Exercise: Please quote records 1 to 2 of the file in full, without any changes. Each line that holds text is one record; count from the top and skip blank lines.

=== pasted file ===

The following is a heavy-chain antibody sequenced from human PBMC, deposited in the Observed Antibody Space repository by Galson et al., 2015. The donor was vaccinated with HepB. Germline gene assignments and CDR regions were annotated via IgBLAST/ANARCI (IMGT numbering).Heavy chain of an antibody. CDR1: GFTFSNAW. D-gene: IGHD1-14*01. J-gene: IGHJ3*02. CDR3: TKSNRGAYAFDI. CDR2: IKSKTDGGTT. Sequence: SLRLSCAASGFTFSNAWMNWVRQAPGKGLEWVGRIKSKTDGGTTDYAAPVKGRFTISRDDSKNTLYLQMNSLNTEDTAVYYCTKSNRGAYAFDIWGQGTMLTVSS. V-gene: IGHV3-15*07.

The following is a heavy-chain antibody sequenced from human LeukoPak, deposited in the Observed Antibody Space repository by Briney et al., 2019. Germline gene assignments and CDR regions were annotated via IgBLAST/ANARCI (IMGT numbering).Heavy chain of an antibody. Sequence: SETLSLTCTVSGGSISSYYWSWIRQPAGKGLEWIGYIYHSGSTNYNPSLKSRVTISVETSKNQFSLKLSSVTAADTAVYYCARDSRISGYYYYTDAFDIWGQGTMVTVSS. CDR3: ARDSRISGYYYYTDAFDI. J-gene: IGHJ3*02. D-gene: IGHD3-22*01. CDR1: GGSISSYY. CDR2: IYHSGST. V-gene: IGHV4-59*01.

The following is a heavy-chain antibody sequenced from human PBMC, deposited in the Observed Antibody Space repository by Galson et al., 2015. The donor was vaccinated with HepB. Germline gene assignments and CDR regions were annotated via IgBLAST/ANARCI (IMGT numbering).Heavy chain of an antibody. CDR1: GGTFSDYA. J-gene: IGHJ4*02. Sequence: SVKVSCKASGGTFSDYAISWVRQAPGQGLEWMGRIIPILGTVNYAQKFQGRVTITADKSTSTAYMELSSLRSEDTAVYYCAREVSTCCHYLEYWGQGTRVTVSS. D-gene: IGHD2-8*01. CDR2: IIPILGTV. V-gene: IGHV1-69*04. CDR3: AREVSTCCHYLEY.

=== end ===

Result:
The following is a heavy-chain antibody sequenced from human PBMC, deposited in the Observed Antibody Space repository by Galson et al., 2015. The donor was vaccinated with HepB. Germline gene assignments and CDR regions were annotated via IgBLAST/ANARCI (IMGT numbering).Heavy chain of an antibody. CDR1: GFTFSNAW. D-gene: IGHD1-14*01. J-gene: IGHJ3*02. CDR3: TKSNRGAYAFDI. CDR2: IKSKTDGGTT. Sequence: SLRLSCAASGFTFSNAWMNWVRQAPGKGLEWVGRIKSKTDGGTTDYAAPVKGRFTISRDDSKNTLYLQMNSLNTEDTAVYYCTKSNRGAYAFDIWGQGTMLTVSS. V-gene: IGHV3-15*07.

The following is a heavy-chain antibody sequenced from human LeukoPak, deposited in the Observed Antibody Space repository by Briney et al., 2019. Germline gene assignments and CDR regions were annotated via IgBLAST/ANARCI (IMGT numbering).Heavy chain of an antibody. Sequence: SETLSLTCTVSGGSISSYYWSWIRQPAGKGLEWIGYIYHSGSTNYNPSLKSRVTISVETSKNQFSLKLSSVTAADTAVYYCARDSRISGYYYYTDAFDIWGQGTMVTVSS. CDR3: ARDSRISGYYYYTDAFDI. J-gene: IGHJ3*02. D-gene: IGHD3-22*01. CDR1: GGSISSYY. CDR2: IYHSGST. V-gene: IGHV4-59*01.